"Our analysis shows that electricity from VRE is the least‐cost form, not only of power generation but of primary energy economy wide,...All cost‐minimizing pathways to deep decarbonization are organized around using VRE to the maximum feasible extent, to supply both traditional loads and new loads such as EVs, heat pumps, and hydrogen production. As a result, electricity demand increases dramatically, to roughly three times the current level by 2050 (230% to 360% across cases; Figure 6b and Table 2). This demand is met primarily by VRE in all cases. In the central case, the generation mix was 90% wind and solar (Figure 6a); the minimum level was 81% in the limited‐land case (Figures S23–S25 and S27). It is possible that dramatic cost breakthroughs in new generating technologies such as Allam Cycle CCS and Gen IV nuclear could result in a reduced VRE share, but the breakthroughs would need to happen soon in order to deploy them at the pace and scale required in these scenarios."

Thus, there is a possibility that "new" (Gen IV or molten salt) nuclear could play a role, or that some "old nuclear" is still in service in 2050. Even "new" (Allan Cycle) CCS could play a role.  And fusion may arrive. 

But, for the next 8-9 years (when the first SMR will be operational, at the earliest), nuclear is pretty much irrelevant.  After that, we will see.

 

 

Bob Meinetz's picture
Bob Meinetz on Mar 1, 2021

Mark, I'm so sorry you would trust 

"...a staff writer at Fast Company who focuses on solutions to some of the world's largest problems, from climate change to homelessness. Previously, she worked with GOOD, BioLite, and the Sustainable Products and Solutions program at UC Berkeley, and contributed to the second edition of the bestselling book "Worldchanging: A User's Guide for the 21st Century."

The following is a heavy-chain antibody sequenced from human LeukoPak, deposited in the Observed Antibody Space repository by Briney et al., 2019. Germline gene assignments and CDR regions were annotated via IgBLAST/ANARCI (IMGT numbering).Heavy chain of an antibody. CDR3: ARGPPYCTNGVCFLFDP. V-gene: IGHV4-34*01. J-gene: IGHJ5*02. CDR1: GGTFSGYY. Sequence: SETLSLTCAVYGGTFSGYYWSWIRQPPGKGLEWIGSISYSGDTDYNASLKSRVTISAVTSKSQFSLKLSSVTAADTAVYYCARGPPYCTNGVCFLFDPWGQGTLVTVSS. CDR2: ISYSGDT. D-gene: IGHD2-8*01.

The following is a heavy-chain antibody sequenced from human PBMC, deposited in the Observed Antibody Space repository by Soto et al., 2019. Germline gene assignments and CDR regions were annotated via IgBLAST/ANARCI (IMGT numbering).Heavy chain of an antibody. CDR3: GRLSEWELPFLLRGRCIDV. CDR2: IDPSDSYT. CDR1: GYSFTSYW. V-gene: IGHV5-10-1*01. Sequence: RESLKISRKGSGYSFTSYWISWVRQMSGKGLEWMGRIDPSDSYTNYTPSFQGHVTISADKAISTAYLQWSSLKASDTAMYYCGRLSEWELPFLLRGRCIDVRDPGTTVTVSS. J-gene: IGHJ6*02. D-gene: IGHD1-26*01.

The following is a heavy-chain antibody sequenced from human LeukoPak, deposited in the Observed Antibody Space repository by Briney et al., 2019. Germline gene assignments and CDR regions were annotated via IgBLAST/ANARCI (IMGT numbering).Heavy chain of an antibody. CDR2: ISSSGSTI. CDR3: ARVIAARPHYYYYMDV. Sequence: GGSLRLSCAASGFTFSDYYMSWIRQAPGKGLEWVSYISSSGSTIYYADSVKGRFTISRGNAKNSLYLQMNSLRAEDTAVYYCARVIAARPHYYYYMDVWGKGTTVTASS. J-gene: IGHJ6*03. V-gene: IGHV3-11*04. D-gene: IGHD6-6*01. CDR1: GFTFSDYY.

to offer more than tired, holistic talking points about energy.

Energy is a complicated subject, and we've been listening to these feelgood frauds for too long. Time's up. Time to get real.

Mark Silverstone's picture
Mark Silverstone on Mar 2, 2021

Good idea. If you cannot argue with the content, attack the source!

Bob Meinetz's picture
Bob Meinetz on Mar 4, 2021

I wasn't attacking the source, I was challenging the source's qualifications. The second is fair game.

Mark Silverstone's picture
Mark Silverstone on Mar 6, 2021

The staff writer at Fast Company summarized and duly attributed the findings from this paper: (I read the study referenced in the article and quoted further from it.)

Carbon‐Neutral Pathways for the United States

James H. Williams, Ryan A. Jones, Ben Haley, Gabe Kwok, Jeremy Hargreaves, Jamil Farbes, Margaret S. Torn. First published: 14 January 2021

https://doi.org/10.1029/2020AV000284

Peer Review The peer review history for this article is available as a PDF in the Supporting Information.

1. Energy Systems Management, University of San Francisco, San Francisco, CA, USA,
2. Deep Decarbonization Pathways Project, Sustainable Development Solutions Network, New York, NY, USA, 3. Evolved Energy Research, San Francisco,CA, USA,
4. Lawrence Berkeley National Laboratory, Berkeley, CA, USA, 5. Energy and Resources Group, University of California, Berkeley, Berkeley, CA, USA.

Seriously, do you question their qualifications? I question yours!

Bob Meinetz's picture
Bob Meinetz on Mar 9, 2021

Mark, exactly one of your illustrious authors:

"James H. Williams, Ryan A. Jones, Ben Haley, Gabe Kwok, Jeremy Hargreaves, Jamil Farbes, Margaret S. Torn."

has published another academic paper (Margaret S. Torn). The others are paid renewables shills "Evolved Energy Research" - who cite themselves as their source!

So transparent...but nice try!